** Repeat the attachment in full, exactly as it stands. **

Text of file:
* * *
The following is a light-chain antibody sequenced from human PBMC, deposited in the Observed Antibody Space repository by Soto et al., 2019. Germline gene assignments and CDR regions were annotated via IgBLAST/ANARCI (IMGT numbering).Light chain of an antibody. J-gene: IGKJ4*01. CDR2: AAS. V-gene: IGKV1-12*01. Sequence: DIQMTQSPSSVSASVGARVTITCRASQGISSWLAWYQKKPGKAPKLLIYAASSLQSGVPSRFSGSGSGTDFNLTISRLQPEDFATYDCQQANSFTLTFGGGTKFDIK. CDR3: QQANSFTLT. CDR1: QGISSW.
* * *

The following is a light-chain antibody sequenced from human PBMC, deposited in the Observed Antibody Space repository by Soto et al., 2019. Germline gene assignments and CDR regions were annotated via IgBLAST/ANARCI (IMGT numbering).Light chain of an antibody. J-gene: IGKJ4*01. CDR2: AAS. V-gene: IGKV1-12*01. Sequence: DIQMTQSPSSVSASVGARVTITCRASQGISSWLAWYQKKPGKAPKLLIYAASSLQSGVPSRFSGSGSGTDFNLTISRLQPEDFATYDCQQANSFTLTFGGGTKFDIK. CDR3: QQANSFTLT. CDR1: QGISSW.